The article this blog post is written about can be found here.

This article gives an overview of web application testing, which has several aspects unique to it compared with other software testing. I chose the article from a few sources on web testing because it was easily understandable while providing enough detail to get a feel for what’s involved.

One of the forms of testing highlighted in this article is usability testing. This includes verifying that there’s a consistent look and feel throughout the site, the application is easy to navigate, and it’s clear to users what options they have available to them. The article also makes note of the 1998 amendment to section 508 of the Rehabilitation Act, which outlines accessibility requirements for people with disabilities on information technology systems belonging to the US federal government. Section 508 compliance isn’t necessary for any non-federal website, but making sure to include accessibility features opens your web application up to a wider audience. The article gives the example of what your application should do if a user fails to enter a required field: simply changing the field title’s color to something noticeable like red, as is commonplace, wouldn’t be useful for someone who has trouble distinguishing colors. Another visual cue like an asterisk would be useful in this situation.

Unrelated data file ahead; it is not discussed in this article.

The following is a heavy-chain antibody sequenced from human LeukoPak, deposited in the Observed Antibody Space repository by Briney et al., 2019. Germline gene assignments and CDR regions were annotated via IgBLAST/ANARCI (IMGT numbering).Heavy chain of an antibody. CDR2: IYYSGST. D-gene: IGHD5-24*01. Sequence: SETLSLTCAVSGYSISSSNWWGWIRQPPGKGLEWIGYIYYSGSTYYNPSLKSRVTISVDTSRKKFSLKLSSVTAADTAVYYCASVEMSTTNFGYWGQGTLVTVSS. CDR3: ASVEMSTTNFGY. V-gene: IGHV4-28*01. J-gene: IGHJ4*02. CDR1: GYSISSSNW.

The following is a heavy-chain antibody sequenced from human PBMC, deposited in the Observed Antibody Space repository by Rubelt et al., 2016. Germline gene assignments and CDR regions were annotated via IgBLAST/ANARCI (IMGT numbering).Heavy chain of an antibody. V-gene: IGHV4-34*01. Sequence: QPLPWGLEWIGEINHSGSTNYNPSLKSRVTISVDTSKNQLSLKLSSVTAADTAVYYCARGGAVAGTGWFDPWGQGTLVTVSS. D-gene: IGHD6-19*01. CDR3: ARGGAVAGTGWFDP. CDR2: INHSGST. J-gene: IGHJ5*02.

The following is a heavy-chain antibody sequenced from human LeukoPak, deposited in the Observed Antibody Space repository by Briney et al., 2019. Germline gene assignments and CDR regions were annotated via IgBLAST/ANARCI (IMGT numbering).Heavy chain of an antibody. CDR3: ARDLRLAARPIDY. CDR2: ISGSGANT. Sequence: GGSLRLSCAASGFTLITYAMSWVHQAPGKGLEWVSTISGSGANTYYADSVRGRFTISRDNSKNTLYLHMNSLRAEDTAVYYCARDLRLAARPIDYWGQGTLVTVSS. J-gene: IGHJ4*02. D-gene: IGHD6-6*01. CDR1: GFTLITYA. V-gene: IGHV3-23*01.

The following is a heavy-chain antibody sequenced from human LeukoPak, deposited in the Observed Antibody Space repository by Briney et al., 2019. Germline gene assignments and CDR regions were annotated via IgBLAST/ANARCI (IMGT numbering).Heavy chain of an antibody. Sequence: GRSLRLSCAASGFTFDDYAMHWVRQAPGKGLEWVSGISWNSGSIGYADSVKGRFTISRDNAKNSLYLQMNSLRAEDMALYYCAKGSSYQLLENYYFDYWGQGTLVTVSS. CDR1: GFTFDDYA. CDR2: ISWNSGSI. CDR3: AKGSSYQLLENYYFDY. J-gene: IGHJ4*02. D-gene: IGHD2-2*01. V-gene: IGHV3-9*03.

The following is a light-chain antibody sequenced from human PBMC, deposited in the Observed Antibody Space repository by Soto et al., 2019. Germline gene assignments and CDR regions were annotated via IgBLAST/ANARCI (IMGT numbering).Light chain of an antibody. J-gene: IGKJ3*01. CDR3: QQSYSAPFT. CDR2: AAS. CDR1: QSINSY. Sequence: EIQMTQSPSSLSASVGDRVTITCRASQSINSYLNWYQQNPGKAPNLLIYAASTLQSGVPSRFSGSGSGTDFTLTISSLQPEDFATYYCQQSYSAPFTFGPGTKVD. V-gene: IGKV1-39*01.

HTML verification is another form of testing for web applications. Testing for correct syntax is the obvious form, but it also includes testing the way your application displays across different internet browsers, OSes, screen resolutions, and device types. Your application may be usable and look great in one context, but break in another.

Load testing must also be done on applications that are intended to be accessed through the internet. They have to be able to function during times of high traffic, and testing of this sort can be used to find bottlenecks. In addition, performance tuning is prudent. All pages of your application should load quickly – the article suggests within 15 seconds.

User acceptance testing is used to determine whether your application does what it set out to do and makes something easier for the user instead of harder. One way this can be done is with a beta release.

Finally, of extreme importance in web applications is security testing, which should be done by qualified security specialists. The damage that can be done if this is neglected is immense.

This article gave me a good introduction to the additional testing required for web applications. Of all the details, I found adherence to section 508 especially interesting. It might not be a legal requirement for anything I design in the future, but if I ever do design a web application destined for the real internet, I will definitely want to make it accessible.


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